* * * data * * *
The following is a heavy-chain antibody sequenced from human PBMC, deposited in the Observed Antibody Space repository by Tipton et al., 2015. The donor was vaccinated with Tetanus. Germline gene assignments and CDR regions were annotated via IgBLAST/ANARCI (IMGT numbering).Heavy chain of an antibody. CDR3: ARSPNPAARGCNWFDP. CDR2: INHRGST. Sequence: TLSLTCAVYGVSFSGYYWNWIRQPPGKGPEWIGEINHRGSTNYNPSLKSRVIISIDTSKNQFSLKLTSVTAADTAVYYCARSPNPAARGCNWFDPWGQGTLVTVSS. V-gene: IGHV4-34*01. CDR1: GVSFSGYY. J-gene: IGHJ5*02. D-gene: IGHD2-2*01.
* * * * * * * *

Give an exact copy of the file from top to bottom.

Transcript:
The following is a heavy-chain antibody sequenced from human PBMC, deposited in the Observed Antibody Space repository by Tipton et al., 2015. The donor was vaccinated with Tetanus. Germline gene assignments and CDR regions were annotated via IgBLAST/ANARCI (IMGT numbering).Heavy chain of an antibody. CDR3: ARSPNPAARGCNWFDP. CDR2: INHRGST. Sequence: TLSLTCAVYGVSFSGYYWNWIRQPPGKGPEWIGEINHRGSTNYNPSLKSRVIISIDTSKNQFSLKLTSVTAADTAVYYCARSPNPAARGCNWFDPWGQGTLVTVSS. V-gene: IGHV4-34*01. CDR1: GVSFSGYY. J-gene: IGHJ5*02. D-gene: IGHD2-2*01.